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The Odyssey

Page: 160

"The stranger," said Telemachus, "shall show me a light; when people eat my bread they must earn it, no matter where they come from."

Euryclea did as she was told, and bolted the women inside their room. Then Ulysses and his son made all haste to take the helmets, shields, and spears inside; and Minerva went before them with a gold lamp in her hand that shed a soft and brilliant radiance, whereon Telemachus said, "Father, my eyes behold a great marvel: the walls, with the rafters, crossbeams, and the supports on which they rest are all aglow as with a flaming fire. Surely there is some god here who has come down from heaven."

"Hush," answered Ulysses, "hold your peace and ask no questions, for this is the manner of the gods. Get you to your bed, and leave me here to talk with your mother and the maids. Your mother in her grief will ask me all sorts of questions."

On this Telemachus went by torch-light to the other side of the inner court, to the room in which he always slept. There he lay in his bed till morning, while Ulysses was left in the cloister pondering on the means whereby with Minerva's help he might be able to kill the suitors.

Then Penelope came down from her room looking like Venus or Diana, and they set her a seat inlaid with scrolls of silver and ivory near the fire in her accustomed place. It had been made by Icmalius and had a footstool all in one piece with the seat itself; and it was covered with a thick fleece: on this she now sat, and the maids came from the women's room to join her. They set about removing the tables at which the wicked suitors had been dining, and took away the bread that was left, with the cups from which they had drunk. They emptied the embers out of the braziers, and heaped much wood upon them to give both light and heat; but Melantho began to rail at Ulysses a second time and said, "Stranger, do you mean to plague us by hanging about the house all night and spying upon the women? Be off, you wretch, outside, and eat your supper there, or you shall be driven out with a firebrand."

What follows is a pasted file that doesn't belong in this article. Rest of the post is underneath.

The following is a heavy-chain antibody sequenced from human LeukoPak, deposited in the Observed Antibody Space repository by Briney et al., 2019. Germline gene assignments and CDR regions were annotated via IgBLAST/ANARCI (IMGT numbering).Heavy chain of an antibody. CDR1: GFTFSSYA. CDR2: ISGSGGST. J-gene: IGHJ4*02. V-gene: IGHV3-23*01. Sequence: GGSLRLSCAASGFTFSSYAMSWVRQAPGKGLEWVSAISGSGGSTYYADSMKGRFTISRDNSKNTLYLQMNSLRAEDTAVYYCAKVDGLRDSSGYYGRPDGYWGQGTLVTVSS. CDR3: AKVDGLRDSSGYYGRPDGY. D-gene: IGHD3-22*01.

Ulysses scowled at her and answered, "My good woman, why should you be so angry with me? Is it because I am not clean, and my clothes are all in rags, and because I am obliged to go begging about after the manner of tramps and beggars generally? I too was a rich man once, and had a fine house of my own; in those days I gave to many a tramp such as I now am, no matter who he might be nor what he wanted. I had any number of servants, and all the other things which people have who live well and are accounted wealthy, but it pleased Jove to take all away from me; therefore, woman, beware lest you too come to lose that pride and place in which you now wanton above your fellows; have a care lest you get out of favour with your mistress, and lest Ulysses should come home, for there is still a chance that he may do so. Moreover, though he be dead as you think he is, yet by Apollo's will he has left a son behind him, Telemachus, who will note anything done amiss by the maids in the house, for he is now no longer in his boyhood."


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